Time Management in Light of Eternity
An influential pastor in my life use to say that words and sentences don't change your life, paragraphs do. This week I had a lot of conversations about how Christians can best use their time in light of eternity. A decade ago, I heard one of those paragraphs in a sermon by Steve Lawson at the Resolved conference in a sermon titled, "The Use of Your Time," and in that sermon, he read a paragraph by the great American theologian Jonathan Edwards that really did change my life in many ways.
After hearing it, I went hunting for the original context that Edwards wrote it in, a sermon called The Preciousness of Time and the Importance of Redeeming It. That paragraph still rings in my ear and almost whispers over my shoulder as I sit at my desk every morning. It reads:
Second, time is very short, which is another thing that renders it very precious. The scarcity of any commodity occasions men to set a higher value upon it, especially if it be necessary and they cannot do without it. Thus when Samaria was besieged by the Syrians, and provisions were exceedingly scarce, “an ass’s head was sold for fourscore pieces of silver, and the fourth part of a cab of dove’s dung for five pieces of silver.” 2 Kin. 6:25. — So time is the more to be prized by men, because a whole eternity depends upon it; and yet we have but a little of time. “When a few years are come, then I shall go the way whence I shall not return.” Job 16:22. “My days are swifter than a post. They are passed away as the swift ships; as the eagle that hasteth to the prey.” Job 9:25, 26. “Our life; what is it? It is but a vapour which appeareth for a little time, and then vanisheth away.” Jam. 4:14. It is but as a moment to eternity. Time is so short, and the work which we have to do in it is so great, that we have none of it to spare. The work which we have to do to prepare for eternity, must be done in time, or it never can be done; and it is found to be a work of great difficulty and labor, and therefore that for which time is the more requisite.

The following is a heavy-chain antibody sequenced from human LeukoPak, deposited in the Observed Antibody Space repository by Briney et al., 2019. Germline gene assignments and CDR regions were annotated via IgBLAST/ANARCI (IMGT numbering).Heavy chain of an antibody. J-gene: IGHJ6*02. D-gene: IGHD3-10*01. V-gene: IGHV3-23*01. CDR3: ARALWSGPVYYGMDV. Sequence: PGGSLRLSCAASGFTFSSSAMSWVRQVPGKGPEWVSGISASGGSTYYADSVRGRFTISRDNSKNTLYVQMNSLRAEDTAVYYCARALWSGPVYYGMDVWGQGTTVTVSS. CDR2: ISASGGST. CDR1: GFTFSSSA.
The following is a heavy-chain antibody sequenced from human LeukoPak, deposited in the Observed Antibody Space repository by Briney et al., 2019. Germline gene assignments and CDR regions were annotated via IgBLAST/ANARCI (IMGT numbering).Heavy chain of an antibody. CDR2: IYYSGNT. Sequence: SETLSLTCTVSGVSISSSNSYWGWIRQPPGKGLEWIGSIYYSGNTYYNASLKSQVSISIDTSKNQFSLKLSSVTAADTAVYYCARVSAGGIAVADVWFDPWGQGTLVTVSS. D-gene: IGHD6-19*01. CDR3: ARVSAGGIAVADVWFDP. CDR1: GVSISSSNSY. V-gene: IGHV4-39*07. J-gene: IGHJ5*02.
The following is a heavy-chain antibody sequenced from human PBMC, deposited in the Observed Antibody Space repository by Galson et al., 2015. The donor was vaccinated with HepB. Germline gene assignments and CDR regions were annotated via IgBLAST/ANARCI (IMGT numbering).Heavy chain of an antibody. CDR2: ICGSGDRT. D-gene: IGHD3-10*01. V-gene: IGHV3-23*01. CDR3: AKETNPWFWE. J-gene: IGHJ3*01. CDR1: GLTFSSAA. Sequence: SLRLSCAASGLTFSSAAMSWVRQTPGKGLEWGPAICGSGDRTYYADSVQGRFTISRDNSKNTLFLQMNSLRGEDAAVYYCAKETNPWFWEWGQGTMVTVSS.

I remember first listening to this sermon while I was jogging around a lake. I was 19 and these words forever changed how I manage my time. The understanding that time is the period in which I can only ever do what needs to be done for eternity was a staggering and motivating reality. And this paragraph still helps me to have an eternal perspective on every hour of every day and reminds me that God has given me only so much time to do ministry and then it is gone forever. My hope is that it can help others as well.